What Is a QDRO in a Divorce?

Definition & Examples of a QDRO in a Divorce

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A qualified domestic relations order assigns interest in a retirement plan to a former spouse or another dependent in the event of divorce. A retirement plan participant cannot assign interest in a plan to someone else unless a court orders a QDRO, which may require assigning a portion of a plan's assets to an alternate payee to meet family support or marital property obligations. The payment terms depend on the retirement plan and the QDRO.

If you are divorcing a spouse, you'll need a QDRO to be entitled to that spouse's retirement plan assets. Understanding a QDRO can ensure the smooth division of 401(k) or other retirement plan assets in a divorce.

What Is a QDRO in a Divorce?

A QDRO is drafted to identify an alternate payee for assets within an account, guaranteeing that more than one person will benefit from a retirement plan.

To count as a QDRO, an order must:

  • Be a judgment, decree, or order that a state agency issues, or a property settlement that a state approves.
  • Comply with state domestic relations law and the Employee Retirement Income Security Act (ERISA).
  • Relate to child support, alimony, or marital property rights that would benefit a spouse, former spouse, child, or another dependent of a retirement plan participant.

QDROs carry the same weight as child support, alimony, or any other property granted to each spouse in a divorce.

How Does a QDRO in a Divorce Work?

All retirement plans must include instructions for handling QDROs. If you are divorcing, consult with the administrator of your retirement plan for details on the paperwork that needs to be filed or other necessary steps.

The alternate payee must be a spouse, ex-spouse, child, or another dependent. Other alternate payees will not be considered.

Your plan administrator may offer a standard form used by the plan that's free and easy to fill out on your own. However, using one of these model forms isn't required to obtain QDRO status. An attorney also can draft a QDRO on your behalf, which may be worth the added expense if it provides some assurance that the order will be done correctly.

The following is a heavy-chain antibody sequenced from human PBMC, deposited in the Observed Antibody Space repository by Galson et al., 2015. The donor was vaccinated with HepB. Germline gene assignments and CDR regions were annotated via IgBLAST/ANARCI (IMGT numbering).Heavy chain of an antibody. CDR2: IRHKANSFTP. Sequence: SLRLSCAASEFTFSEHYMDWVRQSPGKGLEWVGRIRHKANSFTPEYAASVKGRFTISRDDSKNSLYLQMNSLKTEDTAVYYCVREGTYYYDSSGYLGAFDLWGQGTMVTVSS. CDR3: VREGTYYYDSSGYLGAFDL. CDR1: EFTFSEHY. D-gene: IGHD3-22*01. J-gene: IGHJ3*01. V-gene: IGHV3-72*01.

The document must include the names and mailing addresses of the plan participant and the alternate payee, the name of each plan under the QDRO, the dollar value or percentage of the plan assets going to the alternate payee, and the number of payments included in the order and the time period of the order.

There is no one-size-fits-all approach to dividing assets through a QDRO. It all depends on the type of retirement plan, the type of benefits afforded under the plan, and the reasons for the division. As an alternate payee, you may be entitled to some or all of the participant's benefits under a retirement plan. A common approach splits benefits into two separate parts, and the time and form of the payment that the payee chooses may be different from what the participant chooses.

Types of Distributions Under a QDRO

A QDRO may afford you one or more options for how you take your portion of the distribution as the payee, including taking the money as a lump sum. This option would require paying taxes on the distribution immediately. If, however, the payee is a child or another dependent, the plan participant instead of the payee gets taxed.

You also can take the money as an annuity and receive your portion in installments, which can help spread out your tax burden. If you can afford to wait, the better move may be to leave the money in the QDRO 401(k) or another plan so that the assets can continue to grow tax-deferred until retirement.

Regardless of your age, money withdrawn from a retirement plan under a QDRO is not subject to the typical 10% early withdrawal penalty fee. Ordinarily, withdrawals that you take from a retirement plan before age 59½ are considered early withdrawals and are subject to a 10% penalty. Therefore, if you withdraw assets from a retirement plan that is not under a QDRO, you would be responsible for the penalty. 

Another option is to leave the money in the spouse's plan but retain the ability to invest your portion as the alternate payee as you choose. You would have to draft the QDRO in a way that specifies this request.

Additionally, you can move the money into a rollover IRA. This option would keep the assets tax-deferred and completely under your control.

Key Takeaways

  • A QDRO divides assets in a retirement account in the event of a divorce.
  • QDROs must be court-ordered.
  • Money withdrawn under a QDRO is not subject to a typical 10% early withdrawal penalty.
  • Payees have several options for how they receive their share of assets under a QDRO.

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